MEMORIAL AUDITORIUM—The organizers call it a blues festival, but if it's the woke-up-this-mornin', 12-bar variety you seek, head elsewhere. Instead, the one-night Raleigh Blues Festival would be better (and more alliteratively) labeled the Raleigh Rhythm & Blues Blast, just with an addendum of old-school soul.
To wit, last year's festival included Clarence Carter, preceded by Bobby Blue Bland in 2012. Perennial festival favorite Latimore leads the bunch this year. The 74-year-old soul man once gave Gladys Knight and the Pips' 1971 hit "If I Was Your Woman" a sex change. His "If You Were My Woman" built from a breathless, sexy growl to a sweaty, howling finish, with Barry White-style moans and groans shot through the middle. But it's 2007's "My Give a Damn Gave Out" that stirs the crowds of late. It relates the tale of a woman who locks out her no-good man who "just couldn't keep that thing in his pants." Keep your eyes on the crowd, and you'll see some I've-been-there testimony.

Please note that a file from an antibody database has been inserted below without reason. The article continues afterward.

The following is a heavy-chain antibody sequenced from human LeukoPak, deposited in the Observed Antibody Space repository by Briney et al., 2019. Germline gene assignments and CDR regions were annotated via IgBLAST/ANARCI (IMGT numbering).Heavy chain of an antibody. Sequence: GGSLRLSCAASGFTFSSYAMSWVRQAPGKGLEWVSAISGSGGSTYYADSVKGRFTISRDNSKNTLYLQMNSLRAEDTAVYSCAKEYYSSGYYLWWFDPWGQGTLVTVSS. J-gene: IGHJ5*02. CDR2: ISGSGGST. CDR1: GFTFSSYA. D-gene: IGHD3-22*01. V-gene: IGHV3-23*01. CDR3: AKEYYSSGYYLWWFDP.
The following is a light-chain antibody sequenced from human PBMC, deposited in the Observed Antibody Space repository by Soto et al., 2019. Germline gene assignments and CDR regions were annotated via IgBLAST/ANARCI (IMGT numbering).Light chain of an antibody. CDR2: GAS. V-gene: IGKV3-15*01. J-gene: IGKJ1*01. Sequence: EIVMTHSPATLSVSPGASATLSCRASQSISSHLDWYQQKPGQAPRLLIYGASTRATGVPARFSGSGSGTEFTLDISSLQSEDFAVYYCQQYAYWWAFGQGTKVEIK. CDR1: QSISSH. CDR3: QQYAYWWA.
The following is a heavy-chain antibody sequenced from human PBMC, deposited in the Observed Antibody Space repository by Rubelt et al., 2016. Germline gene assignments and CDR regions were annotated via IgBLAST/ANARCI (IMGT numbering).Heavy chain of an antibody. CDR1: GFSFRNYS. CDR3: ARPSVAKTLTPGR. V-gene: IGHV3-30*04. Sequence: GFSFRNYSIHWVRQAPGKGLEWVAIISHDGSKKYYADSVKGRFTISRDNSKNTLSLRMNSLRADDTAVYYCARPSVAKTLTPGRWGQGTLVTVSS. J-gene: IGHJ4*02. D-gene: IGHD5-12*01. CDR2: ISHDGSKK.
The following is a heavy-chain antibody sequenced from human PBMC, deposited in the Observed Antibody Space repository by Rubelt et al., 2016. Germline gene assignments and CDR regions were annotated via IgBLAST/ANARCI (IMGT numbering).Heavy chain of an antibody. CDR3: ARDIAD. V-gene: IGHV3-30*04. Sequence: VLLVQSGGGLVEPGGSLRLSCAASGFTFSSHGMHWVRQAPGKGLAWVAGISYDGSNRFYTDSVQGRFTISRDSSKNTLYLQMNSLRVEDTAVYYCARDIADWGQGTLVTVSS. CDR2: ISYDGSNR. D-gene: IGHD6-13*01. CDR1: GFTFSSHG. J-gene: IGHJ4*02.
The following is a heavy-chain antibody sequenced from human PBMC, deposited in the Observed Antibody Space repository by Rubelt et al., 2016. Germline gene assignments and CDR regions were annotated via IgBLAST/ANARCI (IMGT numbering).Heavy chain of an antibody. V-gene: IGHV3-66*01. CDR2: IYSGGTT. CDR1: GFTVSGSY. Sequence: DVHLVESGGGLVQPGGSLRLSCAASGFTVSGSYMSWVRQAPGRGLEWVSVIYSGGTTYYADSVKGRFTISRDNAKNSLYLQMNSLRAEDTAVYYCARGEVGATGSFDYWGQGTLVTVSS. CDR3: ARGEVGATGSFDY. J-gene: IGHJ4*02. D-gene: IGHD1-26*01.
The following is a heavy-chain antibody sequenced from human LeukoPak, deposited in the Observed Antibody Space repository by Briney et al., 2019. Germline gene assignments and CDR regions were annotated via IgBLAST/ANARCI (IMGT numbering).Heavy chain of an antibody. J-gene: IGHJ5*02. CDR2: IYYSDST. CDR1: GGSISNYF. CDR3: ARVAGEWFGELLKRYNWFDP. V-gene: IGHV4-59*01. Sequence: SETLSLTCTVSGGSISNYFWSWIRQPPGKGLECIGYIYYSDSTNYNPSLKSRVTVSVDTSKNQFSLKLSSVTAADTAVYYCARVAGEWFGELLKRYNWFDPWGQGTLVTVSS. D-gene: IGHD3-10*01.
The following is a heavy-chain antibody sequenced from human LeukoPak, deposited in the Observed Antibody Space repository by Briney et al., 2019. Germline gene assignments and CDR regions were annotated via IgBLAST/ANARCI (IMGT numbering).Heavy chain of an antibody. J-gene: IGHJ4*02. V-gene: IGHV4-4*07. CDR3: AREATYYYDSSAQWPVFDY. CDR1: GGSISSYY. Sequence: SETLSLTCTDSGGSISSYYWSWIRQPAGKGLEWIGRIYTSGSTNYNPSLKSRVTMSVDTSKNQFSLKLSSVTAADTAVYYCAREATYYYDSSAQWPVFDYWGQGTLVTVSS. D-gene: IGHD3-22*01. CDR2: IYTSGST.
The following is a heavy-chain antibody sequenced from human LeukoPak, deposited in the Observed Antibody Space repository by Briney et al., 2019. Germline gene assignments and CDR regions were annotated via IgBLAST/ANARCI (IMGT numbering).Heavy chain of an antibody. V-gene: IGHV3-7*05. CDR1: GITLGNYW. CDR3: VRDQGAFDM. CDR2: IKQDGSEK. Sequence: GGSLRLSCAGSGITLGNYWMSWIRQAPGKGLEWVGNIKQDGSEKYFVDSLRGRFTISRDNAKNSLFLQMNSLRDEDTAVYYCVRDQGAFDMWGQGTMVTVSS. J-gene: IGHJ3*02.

It's hard to understand why Maurice Wynn hasn't risen to become recognized as one of soul music's greats. His slinky, soulful guitar and mellow vocals recall Clarence Carter's early work. He frequently brings his smooth Southern stuff to Gwendolyn's night club in Raleigh, while his records are staples of the club's Juke Joint Fridays.
Mel Waiters, Theodis Ealey and The Klass Band round out the vintage soul offerings, but there's some young blood in this year's mix, too. Although his mainline is R&B, Louisiana's Terence Kimble., or T.K. Soul, jostles the lineup with his "Zydeco bounce." Meanwhile, an overall-clad Sir Charles Jones flaunts all his roots on "Country Boy," a country, crunk and soul ode to collard greens, cornbread, pickups and pig pickings.
The Raleigh Blues Festival obviously has enough repeat business to keep it going for these last seven years. Perhaps they should consider calling it by a more proper name, though. Hell, they might even drag a few new, younger souls into the room. —Grant Britt